After two to four weeks the fermentation process in the Bokashi bucket will be complete. Take the remaining solids out of the bucket and bury them in the soil or place them in a traditional composting pile. After the decomposition process is complete you have a rich, dark compost that can be used as a soil amendment in your garden.

Share Your Compost Adventures

Do you use Bokashi fermentation? If so, tell us what you think. We’d love to hear your insights, as well as tips you have for others just starting the process for the first time.

Wednesday, July 13, 2016

Smart Irrigation Month and the Garden Bloggers That Inspire Us All To Do Better

Smart Irrigation Month sneaks up on us every July, and with the fireworks, scorching summer heat and #smartselfies, we’re reminded to take a beat to think about what’s really important. Irrigation has been around for hundreds of years and as technology advances and our world changes, it’s on us to be conscientious of how we approach irrigation. Each and every one of us can get smarter, but at the end of the day it takes an entire community to create a movement. That’s why this year, in honor of Smart Irrigation Month, we’ve taken the time to recognize some of the smartest garden bloggers we know. These are the people who are already saving water, gardening smarter, and thinking about sustainability. Check them out and let us know if there’s anyone who inspires you to be smarter as well.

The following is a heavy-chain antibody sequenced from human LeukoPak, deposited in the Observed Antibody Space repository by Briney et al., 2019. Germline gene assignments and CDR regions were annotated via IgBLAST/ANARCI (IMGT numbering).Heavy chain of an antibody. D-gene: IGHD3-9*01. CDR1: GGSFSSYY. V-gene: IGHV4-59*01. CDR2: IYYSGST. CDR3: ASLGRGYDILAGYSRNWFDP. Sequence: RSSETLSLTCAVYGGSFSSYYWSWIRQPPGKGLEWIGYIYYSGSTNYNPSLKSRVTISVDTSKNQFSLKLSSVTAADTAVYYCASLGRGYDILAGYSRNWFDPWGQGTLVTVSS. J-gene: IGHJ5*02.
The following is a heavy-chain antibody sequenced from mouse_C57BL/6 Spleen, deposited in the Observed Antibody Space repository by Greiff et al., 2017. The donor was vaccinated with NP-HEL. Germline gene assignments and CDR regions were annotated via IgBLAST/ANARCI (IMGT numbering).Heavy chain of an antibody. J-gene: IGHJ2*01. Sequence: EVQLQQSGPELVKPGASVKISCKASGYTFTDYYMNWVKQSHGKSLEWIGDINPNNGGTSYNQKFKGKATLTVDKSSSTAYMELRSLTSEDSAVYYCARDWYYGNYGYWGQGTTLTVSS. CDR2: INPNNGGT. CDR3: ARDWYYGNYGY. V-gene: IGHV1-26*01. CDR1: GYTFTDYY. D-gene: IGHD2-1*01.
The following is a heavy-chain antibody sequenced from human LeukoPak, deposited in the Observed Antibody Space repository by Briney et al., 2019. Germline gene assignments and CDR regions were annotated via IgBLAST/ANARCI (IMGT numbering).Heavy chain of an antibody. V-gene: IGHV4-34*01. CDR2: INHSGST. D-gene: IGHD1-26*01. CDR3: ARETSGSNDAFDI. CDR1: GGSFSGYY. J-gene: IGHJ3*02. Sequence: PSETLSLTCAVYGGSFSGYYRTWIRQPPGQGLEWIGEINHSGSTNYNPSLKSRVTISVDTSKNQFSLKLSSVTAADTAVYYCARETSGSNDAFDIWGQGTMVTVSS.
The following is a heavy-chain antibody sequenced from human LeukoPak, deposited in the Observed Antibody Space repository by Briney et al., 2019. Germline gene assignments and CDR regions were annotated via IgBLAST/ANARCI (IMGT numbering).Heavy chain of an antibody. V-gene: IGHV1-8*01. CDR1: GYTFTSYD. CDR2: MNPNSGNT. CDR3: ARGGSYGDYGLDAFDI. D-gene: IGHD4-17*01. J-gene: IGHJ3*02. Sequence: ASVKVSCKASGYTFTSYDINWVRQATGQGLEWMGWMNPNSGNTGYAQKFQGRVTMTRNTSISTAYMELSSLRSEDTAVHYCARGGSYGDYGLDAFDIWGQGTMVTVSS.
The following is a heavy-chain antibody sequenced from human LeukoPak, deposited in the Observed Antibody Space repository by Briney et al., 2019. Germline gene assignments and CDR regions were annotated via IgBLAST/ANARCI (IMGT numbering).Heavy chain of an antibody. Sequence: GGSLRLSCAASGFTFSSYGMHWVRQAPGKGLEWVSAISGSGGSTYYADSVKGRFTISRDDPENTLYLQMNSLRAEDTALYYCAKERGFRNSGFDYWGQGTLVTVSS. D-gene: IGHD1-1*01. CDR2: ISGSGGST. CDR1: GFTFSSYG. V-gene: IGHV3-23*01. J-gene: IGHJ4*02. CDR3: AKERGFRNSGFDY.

Shawna Coronado

Why We Love It: Shawna shows us that one person can make a difference for the world.
What It’s About: Shawna dropped her office job in exchange for a life full of happiness, health and intention. Now she shares her tips for wellness and sustainable living on her blog. Get on board and learn about everything from drip irrigation for elevated garden beds to perennials and organic pest control.

The Real Gardener

Why We Love It: Most garden blogs will tell you what to do, but The Real Gardener also tells you why so you can apply your knowledge smarter.
What It’s About: Cristina da Silva, the voice behind The Real Gardener, has decades of extensive gardening knowledge in her bucket caddy. She started gardening professionally 30 years ago and does a great job of sharing an information in an approachable way. She shares tips for saving water, talks about healthy soil, and writes enough great book recommendations to require at least one new line item in your budget. Read through the entire blog and want more? You can also find Cristina on Twitter at the #groundchat tweetup every Friday.

Pass the Pistil

Why We Love It: Pass the Pistil is a no-nonsense blog about cultivating your garden and your soul.